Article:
Too hot to handle. Too cold to hold.

The two ’80s-hallmark Ghostbuster films have arrived in what is to be presumed the terminal set. Then again, with studios these days often double-dipping more than the ice cream stand down the road from my house, there should be at least fifteen or so more versions coming out — including Ghostbusters: The Signature Golden Platinum Ultimate Special Edition Ultimate Super-Terrific Megaset!

You know how it goes down. In Ghostbusters we meet Doctors Peter Venkman (Bill Murray, Caddyshack), Ray Stantz (Dan Aykroyd, Trading Places), and Egon Spengler (Harold Ramis, who, along with Aykroyd, wrote the screenplay). After getting kicked out of Columbia University, these underachieving paranormal researchers start their own company, a firm dedicated to the investigation and elimination of the supernatural: Ghostbusters. With proton accelerators strapped to their backs and a bevy of pyrotechnics at their disposal, and with fourth member Winston Zeddmore (Ernie Hudson), the Ghostbusters make a name for themselves in the Big Apple by zapping and trapping any and all nasty little specters.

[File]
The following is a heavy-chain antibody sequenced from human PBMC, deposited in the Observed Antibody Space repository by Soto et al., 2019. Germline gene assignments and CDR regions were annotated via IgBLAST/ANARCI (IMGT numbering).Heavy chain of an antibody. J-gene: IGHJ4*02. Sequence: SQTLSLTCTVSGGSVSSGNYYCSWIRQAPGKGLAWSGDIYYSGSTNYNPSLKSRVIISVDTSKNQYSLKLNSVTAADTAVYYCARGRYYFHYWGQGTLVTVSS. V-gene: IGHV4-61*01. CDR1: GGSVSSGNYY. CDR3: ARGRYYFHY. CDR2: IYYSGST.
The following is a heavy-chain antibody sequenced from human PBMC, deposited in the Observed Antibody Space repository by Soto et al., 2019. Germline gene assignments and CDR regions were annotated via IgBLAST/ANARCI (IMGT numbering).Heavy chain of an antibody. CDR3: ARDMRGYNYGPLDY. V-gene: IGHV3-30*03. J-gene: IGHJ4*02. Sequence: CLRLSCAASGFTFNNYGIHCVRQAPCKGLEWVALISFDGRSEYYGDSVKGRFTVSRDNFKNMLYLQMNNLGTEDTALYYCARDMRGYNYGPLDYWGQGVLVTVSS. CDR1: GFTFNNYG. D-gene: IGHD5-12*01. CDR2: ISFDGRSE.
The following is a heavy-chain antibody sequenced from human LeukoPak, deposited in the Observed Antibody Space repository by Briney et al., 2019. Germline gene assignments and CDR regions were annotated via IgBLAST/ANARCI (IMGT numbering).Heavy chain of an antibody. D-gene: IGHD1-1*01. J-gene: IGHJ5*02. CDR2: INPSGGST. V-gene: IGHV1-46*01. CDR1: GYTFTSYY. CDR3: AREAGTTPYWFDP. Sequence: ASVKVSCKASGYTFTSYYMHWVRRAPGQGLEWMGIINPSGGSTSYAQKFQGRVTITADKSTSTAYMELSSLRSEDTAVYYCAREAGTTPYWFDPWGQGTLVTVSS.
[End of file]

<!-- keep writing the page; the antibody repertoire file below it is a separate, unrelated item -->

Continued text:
Meanwhile, Dana Barrett (Sigourney Weaver, Alien) and Louis Tully (Rick Moranis, Honey, I Shrunk the Kids) find themselves smack in the middle of a spiritual barnburner, when an ancient god returns to Earth to wreak havoc. Iconic displays of Bill Murray getting slimed by special effects and a gigantic Marshmallow Man walking through the streets of Manhattan follow.

The sequel reunites the Ghostbusters after a cabal of greedy trial lawyers have sued them into destitution because of the property damage they caused saving the world. But a malevolent supernatural force residing in a painting brings the guys back together. Always a lightning rod for phantasms, Dana Barrett is enveloped in this new spookiness when an ancient sorcerer named Vigo returns from the netherworld through a painting, intent on taking over and shrouding the land in darkness and blah blah blah.

Turns out he draws his power from the negativity shared by all New Yorkers, which has manifested as a river of psycho-supernatural, mood-altering slime. Again, the fate of the world is in the hands of the quartet of ghost-roasting smartasses, but now they’ll have to call in reinforcements, of the female, French-constructed national memorial ilk.

I’ll cut to the chase here. If you already own the previous Ghostbusters and Ghostbusters 2 releases, there isn’t anything mind-blowingly compelling on this new release to make you ditch the old ones and fork over the bones for this set. However, if you don’t own the films and have been thinking about making a purchase, these discs are your best bet.